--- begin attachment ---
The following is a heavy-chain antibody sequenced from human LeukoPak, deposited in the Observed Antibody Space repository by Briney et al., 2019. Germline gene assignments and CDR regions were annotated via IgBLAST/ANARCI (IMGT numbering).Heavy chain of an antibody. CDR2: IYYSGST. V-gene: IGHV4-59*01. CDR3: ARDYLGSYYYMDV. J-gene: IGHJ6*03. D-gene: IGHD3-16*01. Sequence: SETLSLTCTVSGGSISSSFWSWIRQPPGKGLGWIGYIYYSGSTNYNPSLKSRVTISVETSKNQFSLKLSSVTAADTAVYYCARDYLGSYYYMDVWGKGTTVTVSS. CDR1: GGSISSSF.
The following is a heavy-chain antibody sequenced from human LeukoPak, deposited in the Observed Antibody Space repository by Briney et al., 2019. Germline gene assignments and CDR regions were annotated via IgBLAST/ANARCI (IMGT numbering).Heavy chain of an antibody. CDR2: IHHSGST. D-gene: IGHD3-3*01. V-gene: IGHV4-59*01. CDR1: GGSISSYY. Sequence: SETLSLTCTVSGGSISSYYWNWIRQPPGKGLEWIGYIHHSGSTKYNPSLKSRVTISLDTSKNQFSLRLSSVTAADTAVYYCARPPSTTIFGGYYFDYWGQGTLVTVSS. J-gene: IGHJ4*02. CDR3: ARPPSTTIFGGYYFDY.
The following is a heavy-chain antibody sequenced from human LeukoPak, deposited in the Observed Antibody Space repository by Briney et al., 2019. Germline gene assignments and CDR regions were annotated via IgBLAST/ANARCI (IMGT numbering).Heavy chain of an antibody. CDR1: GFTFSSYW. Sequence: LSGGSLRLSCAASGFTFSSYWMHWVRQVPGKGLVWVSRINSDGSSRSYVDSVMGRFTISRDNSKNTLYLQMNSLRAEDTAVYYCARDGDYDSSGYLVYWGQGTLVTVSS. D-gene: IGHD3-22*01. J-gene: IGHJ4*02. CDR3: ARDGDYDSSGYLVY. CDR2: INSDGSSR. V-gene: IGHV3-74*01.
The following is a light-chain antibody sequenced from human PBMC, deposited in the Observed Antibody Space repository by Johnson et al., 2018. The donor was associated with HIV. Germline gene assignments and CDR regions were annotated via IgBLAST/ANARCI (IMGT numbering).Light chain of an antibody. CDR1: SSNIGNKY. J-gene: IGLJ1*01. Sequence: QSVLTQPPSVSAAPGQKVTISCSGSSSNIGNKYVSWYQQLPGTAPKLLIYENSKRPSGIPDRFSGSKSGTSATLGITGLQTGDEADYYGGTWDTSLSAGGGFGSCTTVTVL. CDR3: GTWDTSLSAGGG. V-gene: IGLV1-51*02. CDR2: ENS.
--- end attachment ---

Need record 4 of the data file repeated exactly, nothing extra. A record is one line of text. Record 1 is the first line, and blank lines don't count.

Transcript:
The following is a light-chain antibody sequenced from human PBMC, deposited in the Observed Antibody Space repository by Johnson et al., 2018. The donor was associated with HIV. Germline gene assignments and CDR regions were annotated via IgBLAST/ANARCI (IMGT numbering).Light chain of an antibody. CDR1: SSNIGNKY. J-gene: IGLJ1*01. Sequence: QSVLTQPPSVSAAPGQKVTISCSGSSSNIGNKYVSWYQQLPGTAPKLLIYENSKRPSGIPDRFSGSKSGTSATLGITGLQTGDEADYYGGTWDTSLSAGGGFGSCTTVTVL. CDR3: GTWDTSLSAGGG. V-gene: IGLV1-51*02. CDR2: ENS.